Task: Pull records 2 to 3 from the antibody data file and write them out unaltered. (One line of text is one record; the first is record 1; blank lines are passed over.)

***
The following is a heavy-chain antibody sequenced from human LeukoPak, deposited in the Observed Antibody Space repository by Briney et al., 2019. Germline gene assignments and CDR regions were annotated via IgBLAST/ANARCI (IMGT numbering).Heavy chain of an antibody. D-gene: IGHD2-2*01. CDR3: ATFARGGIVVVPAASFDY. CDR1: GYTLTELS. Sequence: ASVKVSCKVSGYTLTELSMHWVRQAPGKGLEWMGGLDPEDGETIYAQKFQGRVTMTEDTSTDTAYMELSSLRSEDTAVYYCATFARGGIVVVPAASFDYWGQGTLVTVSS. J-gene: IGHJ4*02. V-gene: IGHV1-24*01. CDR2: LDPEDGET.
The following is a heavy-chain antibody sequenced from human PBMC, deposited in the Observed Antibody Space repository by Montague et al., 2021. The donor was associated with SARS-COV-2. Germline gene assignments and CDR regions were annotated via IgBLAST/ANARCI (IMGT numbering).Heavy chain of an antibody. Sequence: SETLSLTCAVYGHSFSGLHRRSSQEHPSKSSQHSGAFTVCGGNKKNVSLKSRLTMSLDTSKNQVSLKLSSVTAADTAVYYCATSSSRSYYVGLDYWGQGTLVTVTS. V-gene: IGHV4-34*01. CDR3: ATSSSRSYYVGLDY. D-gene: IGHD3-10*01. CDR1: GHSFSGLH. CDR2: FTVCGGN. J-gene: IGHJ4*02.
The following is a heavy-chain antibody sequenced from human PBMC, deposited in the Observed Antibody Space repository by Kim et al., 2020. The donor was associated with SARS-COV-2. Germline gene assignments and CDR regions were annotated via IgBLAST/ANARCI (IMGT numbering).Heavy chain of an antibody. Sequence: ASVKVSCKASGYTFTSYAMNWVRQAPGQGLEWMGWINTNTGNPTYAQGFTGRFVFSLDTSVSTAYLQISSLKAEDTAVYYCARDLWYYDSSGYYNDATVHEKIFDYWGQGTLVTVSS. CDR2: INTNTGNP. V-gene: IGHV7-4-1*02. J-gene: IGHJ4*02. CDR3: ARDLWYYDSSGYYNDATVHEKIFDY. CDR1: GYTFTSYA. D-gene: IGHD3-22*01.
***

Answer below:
The following is a heavy-chain antibody sequenced from human PBMC, deposited in the Observed Antibody Space repository by Montague et al., 2021. The donor was associated with SARS-COV-2. Germline gene assignments and CDR regions were annotated via IgBLAST/ANARCI (IMGT numbering).Heavy chain of an antibody. Sequence: SETLSLTCAVYGHSFSGLHRRSSQEHPSKSSQHSGAFTVCGGNKKNVSLKSRLTMSLDTSKNQVSLKLSSVTAADTAVYYCATSSSRSYYVGLDYWGQGTLVTVTS. V-gene: IGHV4-34*01. CDR3: ATSSSRSYYVGLDY. D-gene: IGHD3-10*01. CDR1: GHSFSGLH. CDR2: FTVCGGN. J-gene: IGHJ4*02.
The following is a heavy-chain antibody sequenced from human PBMC, deposited in the Observed Antibody Space repository by Kim et al., 2020. The donor was associated with SARS-COV-2. Germline gene assignments and CDR regions were annotated via IgBLAST/ANARCI (IMGT numbering).Heavy chain of an antibody. Sequence: ASVKVSCKASGYTFTSYAMNWVRQAPGQGLEWMGWINTNTGNPTYAQGFTGRFVFSLDTSVSTAYLQISSLKAEDTAVYYCARDLWYYDSSGYYNDATVHEKIFDYWGQGTLVTVSS. CDR2: INTNTGNP. V-gene: IGHV7-4-1*02. J-gene: IGHJ4*02. CDR3: ARDLWYYDSSGYYNDATVHEKIFDY. CDR1: GYTFTSYA. D-gene: IGHD3-22*01.